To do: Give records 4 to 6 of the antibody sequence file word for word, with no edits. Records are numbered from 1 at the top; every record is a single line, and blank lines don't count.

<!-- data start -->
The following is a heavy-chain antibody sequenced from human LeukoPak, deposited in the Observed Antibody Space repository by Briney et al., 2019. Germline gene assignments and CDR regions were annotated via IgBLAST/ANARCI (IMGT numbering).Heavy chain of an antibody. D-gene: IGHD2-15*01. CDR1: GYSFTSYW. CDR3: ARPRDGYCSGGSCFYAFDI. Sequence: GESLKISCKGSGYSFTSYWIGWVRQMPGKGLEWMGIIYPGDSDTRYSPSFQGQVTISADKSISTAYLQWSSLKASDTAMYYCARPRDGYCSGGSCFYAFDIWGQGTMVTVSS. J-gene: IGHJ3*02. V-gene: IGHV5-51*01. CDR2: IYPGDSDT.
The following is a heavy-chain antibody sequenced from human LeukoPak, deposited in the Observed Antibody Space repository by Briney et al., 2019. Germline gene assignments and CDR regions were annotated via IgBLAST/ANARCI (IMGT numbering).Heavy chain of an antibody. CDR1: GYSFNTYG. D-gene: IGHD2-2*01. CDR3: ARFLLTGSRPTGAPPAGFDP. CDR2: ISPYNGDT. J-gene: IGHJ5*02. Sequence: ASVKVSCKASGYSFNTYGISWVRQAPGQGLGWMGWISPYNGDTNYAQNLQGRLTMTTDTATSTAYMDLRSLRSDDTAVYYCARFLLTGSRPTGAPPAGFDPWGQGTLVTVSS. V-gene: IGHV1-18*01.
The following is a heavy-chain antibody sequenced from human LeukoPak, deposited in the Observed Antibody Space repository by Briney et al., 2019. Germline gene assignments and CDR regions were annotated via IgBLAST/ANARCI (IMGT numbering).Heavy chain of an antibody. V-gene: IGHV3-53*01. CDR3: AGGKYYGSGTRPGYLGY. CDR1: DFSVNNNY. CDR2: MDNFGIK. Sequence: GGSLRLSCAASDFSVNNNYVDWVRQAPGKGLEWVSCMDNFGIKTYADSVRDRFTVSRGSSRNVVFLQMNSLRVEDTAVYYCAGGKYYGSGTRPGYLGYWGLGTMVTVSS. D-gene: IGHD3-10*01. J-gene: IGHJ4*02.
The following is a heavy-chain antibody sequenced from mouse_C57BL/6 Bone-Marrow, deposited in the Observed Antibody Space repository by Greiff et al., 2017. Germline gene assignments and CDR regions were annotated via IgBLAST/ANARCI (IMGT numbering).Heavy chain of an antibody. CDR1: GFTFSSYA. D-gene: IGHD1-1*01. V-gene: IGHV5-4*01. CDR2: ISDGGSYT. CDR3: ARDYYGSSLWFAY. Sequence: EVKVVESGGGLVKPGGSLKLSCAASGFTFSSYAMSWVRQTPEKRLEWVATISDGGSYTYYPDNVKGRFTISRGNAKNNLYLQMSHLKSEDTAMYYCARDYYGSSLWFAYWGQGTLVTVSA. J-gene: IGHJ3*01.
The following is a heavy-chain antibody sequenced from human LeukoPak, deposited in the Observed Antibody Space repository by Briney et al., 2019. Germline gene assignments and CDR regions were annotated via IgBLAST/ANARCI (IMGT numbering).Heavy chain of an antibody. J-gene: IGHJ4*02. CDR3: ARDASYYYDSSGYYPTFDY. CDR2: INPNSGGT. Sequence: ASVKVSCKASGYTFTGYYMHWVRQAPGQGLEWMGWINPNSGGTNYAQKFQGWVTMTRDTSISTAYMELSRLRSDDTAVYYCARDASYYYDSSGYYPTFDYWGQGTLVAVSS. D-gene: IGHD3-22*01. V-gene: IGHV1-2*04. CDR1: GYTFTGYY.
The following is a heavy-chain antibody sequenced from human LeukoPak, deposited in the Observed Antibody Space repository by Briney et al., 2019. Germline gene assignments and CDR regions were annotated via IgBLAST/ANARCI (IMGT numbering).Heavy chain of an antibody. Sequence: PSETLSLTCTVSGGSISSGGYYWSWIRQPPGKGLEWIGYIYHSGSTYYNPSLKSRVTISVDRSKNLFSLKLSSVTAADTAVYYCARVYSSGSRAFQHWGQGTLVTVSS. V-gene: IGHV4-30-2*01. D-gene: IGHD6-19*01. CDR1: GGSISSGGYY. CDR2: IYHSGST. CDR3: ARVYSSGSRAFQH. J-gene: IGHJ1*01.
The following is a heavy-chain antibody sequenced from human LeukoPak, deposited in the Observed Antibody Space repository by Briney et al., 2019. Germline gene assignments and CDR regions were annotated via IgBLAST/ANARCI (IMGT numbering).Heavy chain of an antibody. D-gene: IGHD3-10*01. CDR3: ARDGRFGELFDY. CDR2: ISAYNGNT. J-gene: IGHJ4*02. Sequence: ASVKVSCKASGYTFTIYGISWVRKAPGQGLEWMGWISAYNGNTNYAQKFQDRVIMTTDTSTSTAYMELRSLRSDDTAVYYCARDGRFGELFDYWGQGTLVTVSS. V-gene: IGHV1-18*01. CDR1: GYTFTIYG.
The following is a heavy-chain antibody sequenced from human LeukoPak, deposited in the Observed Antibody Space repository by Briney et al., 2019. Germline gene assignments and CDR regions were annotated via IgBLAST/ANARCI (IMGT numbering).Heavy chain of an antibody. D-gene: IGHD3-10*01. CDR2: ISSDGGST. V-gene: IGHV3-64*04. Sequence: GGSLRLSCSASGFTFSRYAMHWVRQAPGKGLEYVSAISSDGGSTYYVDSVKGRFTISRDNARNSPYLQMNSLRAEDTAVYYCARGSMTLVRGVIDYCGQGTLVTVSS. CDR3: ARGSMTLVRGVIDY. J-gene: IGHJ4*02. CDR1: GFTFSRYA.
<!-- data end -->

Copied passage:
The following is a heavy-chain antibody sequenced from mouse_C57BL/6 Bone-Marrow, deposited in the Observed Antibody Space repository by Greiff et al., 2017. Germline gene assignments and CDR regions were annotated via IgBLAST/ANARCI (IMGT numbering).Heavy chain of an antibody. CDR1: GFTFSSYA. D-gene: IGHD1-1*01. V-gene: IGHV5-4*01. CDR2: ISDGGSYT. CDR3: ARDYYGSSLWFAY. Sequence: EVKVVESGGGLVKPGGSLKLSCAASGFTFSSYAMSWVRQTPEKRLEWVATISDGGSYTYYPDNVKGRFTISRGNAKNNLYLQMSHLKSEDTAMYYCARDYYGSSLWFAYWGQGTLVTVSA. J-gene: IGHJ3*01.
The following is a heavy-chain antibody sequenced from human LeukoPak, deposited in the Observed Antibody Space repository by Briney et al., 2019. Germline gene assignments and CDR regions were annotated via IgBLAST/ANARCI (IMGT numbering).Heavy chain of an antibody. J-gene: IGHJ4*02. CDR3: ARDASYYYDSSGYYPTFDY. CDR2: INPNSGGT. Sequence: ASVKVSCKASGYTFTGYYMHWVRQAPGQGLEWMGWINPNSGGTNYAQKFQGWVTMTRDTSISTAYMELSRLRSDDTAVYYCARDASYYYDSSGYYPTFDYWGQGTLVAVSS. D-gene: IGHD3-22*01. V-gene: IGHV1-2*04. CDR1: GYTFTGYY.
The following is a heavy-chain antibody sequenced from human LeukoPak, deposited in the Observed Antibody Space repository by Briney et al., 2019. Germline gene assignments and CDR regions were annotated via IgBLAST/ANARCI (IMGT numbering).Heavy chain of an antibody. Sequence: PSETLSLTCTVSGGSISSGGYYWSWIRQPPGKGLEWIGYIYHSGSTYYNPSLKSRVTISVDRSKNLFSLKLSSVTAADTAVYYCARVYSSGSRAFQHWGQGTLVTVSS. V-gene: IGHV4-30-2*01. D-gene: IGHD6-19*01. CDR1: GGSISSGGYY. CDR2: IYHSGST. CDR3: ARVYSSGSRAFQH. J-gene: IGHJ1*01.